He added that the increase could also be a result of increased use of DNA technology yielding prosecutions for crimes which might otherwise have remained unsolved. People in their 70s and 80s who committed crimes 30 or 40 years ago, are increasingly likely to receive a knock on the door from the police.
Age UK says it wants to ensure that older prisoners are not being treated any worse than younger prisoners. "There appears to be some evidence of that," said Mr Lewis. "Are older people being discriminated against in prison, simply because they are old?"
The elderly crime wave doesn't appear to be confined to the UK. The Netherlands has undertaken research and found the same sharp increase over the last decade. They found that a large percentage of over-60s appearing in court had undiagnosed dementia.
A Prison Service spokesperson said: "We are committed to ensuring that older prisoners are treated fairly and that aspects of the regime are suitable, available and accessible. Prisons reflect society and, as such, the numbers of older prisoners have increased gradually. Governors are working to ensure suitable facilities are provided and healthcare needs are met, as well as working with charities such as Age UK and Recoop, who focus on resettlement."
Trevor Cairns, 62
Possession of drugs
Father of five Trevor Cairns, 62, a retired builder, is in prison for the first time, serving a year for possessing thousands of pounds' worth of cannabis and black-market cigarettes. He explains the impact of getting a custodial sentence.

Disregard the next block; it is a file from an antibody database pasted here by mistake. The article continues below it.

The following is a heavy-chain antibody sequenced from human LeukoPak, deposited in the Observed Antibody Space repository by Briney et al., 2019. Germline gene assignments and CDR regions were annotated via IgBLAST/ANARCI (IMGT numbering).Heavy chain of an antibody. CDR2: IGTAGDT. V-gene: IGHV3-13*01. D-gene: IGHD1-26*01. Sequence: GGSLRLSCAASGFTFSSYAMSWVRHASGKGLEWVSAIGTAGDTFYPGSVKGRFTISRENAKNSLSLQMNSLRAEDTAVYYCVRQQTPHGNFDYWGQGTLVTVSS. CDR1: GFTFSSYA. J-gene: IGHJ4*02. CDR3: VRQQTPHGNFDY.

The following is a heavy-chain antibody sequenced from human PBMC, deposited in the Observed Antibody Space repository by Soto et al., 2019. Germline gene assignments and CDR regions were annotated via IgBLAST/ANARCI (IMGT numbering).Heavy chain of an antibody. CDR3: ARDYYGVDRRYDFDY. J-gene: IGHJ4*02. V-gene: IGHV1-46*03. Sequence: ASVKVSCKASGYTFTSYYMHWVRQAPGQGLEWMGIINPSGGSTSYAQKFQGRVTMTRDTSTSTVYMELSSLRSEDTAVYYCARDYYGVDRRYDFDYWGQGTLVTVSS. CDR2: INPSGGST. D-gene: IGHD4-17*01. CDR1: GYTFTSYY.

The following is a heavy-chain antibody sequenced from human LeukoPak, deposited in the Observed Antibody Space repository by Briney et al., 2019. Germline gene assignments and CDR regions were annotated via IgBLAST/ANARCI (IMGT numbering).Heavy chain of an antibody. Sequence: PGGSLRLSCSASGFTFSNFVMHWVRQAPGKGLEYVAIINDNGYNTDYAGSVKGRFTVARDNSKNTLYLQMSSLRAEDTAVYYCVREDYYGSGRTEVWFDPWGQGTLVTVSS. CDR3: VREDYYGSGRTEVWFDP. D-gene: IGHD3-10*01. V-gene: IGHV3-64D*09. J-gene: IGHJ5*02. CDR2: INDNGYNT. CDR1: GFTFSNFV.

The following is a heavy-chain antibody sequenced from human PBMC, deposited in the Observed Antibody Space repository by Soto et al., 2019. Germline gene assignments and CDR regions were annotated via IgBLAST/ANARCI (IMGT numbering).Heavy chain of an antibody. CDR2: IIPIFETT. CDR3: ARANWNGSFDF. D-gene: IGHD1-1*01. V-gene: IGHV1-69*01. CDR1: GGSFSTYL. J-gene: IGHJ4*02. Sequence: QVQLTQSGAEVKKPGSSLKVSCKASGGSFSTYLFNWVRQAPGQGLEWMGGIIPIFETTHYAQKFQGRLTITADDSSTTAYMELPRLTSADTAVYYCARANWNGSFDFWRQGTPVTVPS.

"It was a shock to the system. To be told what to do and locked up, and you just can't go out for a walk around – it was horrendous.
"I like a little drink now and again and I like to be able to just get in my car and go out for a ride. They're the sort of things I miss now, and being with my family and having a laugh and a joke at home. It's definitely a sentence, being here. I think I've learned my lesson now."
Roy Dennis, 69, & Gerry Dennis, 70
Robbery, handling stolen goods & GBH
Prison remains an occupational hazard if the hunger for a big score is still there, says ageing career criminal Gerry Dennis. Between them, he and brother Roy have served a total of seven prison sentences for offences including burglary, handling stolen goods and grievous bodily harm.
"It [prison] don't hold no terror for me. That's a fact. I don't think it would for him, either." However, Roy says: "I would cry into my pillow every night. And I mean it."
Adele Lubin, 66
Grandmother Adele Lubin, 66, was sentenced to 15 months for conspiracy to control prostitution at the age of 62 and began her term in Holloway. She started a massage therapy business but discovered that it was difficult to make money without offering extra services – and as her business expanded she became a brothel madam.
"I never thought if I ever got caught I'd end up in jail… I just didn't think I was doing anything too terrible."
John Douglas, 77
John Douglas, 77, has served three jail terms after turning to crime in later life. After marrying his home help, Rose, he found she had a heroin habit. Aiming to wean her off the drug, the former churchgoer became her supplier, then developed into a dealer in his town of Banff, Scotland.
"People my age don't do the things I want to do, they want to play bowls and stuff like that. I thought I was the smartest of the smart, and I still got caught."Reuse content